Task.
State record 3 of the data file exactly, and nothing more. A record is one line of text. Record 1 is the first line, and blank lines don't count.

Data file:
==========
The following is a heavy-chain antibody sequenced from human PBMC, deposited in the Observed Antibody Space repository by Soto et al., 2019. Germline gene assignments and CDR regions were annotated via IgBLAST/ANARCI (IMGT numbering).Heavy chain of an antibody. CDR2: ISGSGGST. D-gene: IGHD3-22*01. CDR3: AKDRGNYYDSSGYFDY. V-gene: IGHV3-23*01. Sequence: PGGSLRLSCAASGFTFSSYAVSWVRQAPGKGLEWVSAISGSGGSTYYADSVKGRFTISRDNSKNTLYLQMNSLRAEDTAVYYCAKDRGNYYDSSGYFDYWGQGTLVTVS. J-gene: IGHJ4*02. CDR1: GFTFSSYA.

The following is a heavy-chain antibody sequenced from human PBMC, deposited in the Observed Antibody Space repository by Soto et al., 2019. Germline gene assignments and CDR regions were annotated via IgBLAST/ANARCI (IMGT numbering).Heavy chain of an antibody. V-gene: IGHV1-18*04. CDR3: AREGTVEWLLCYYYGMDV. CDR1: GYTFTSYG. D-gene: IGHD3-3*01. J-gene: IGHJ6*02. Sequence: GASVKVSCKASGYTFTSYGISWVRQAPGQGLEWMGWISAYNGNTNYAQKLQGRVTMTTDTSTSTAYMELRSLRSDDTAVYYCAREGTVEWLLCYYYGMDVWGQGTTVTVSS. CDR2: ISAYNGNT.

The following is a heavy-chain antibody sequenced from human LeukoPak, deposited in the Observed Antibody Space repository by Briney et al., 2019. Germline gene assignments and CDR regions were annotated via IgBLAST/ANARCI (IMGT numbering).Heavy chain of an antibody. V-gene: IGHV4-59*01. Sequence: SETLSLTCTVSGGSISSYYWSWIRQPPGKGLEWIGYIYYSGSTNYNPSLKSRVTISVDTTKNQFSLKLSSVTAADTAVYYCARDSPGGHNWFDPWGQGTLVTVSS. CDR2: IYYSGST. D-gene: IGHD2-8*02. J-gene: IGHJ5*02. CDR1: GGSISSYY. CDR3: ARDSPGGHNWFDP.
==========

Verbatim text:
The following is a heavy-chain antibody sequenced from human LeukoPak, deposited in the Observed Antibody Space repository by Briney et al., 2019. Germline gene assignments and CDR regions were annotated via IgBLAST/ANARCI (IMGT numbering).Heavy chain of an antibody. V-gene: IGHV4-59*01. Sequence: SETLSLTCTVSGGSISSYYWSWIRQPPGKGLEWIGYIYYSGSTNYNPSLKSRVTISVDTTKNQFSLKLSSVTAADTAVYYCARDSPGGHNWFDPWGQGTLVTVSS. CDR2: IYYSGST. D-gene: IGHD2-8*02. J-gene: IGHJ5*02. CDR1: GGSISSYY. CDR3: ARDSPGGHNWFDP.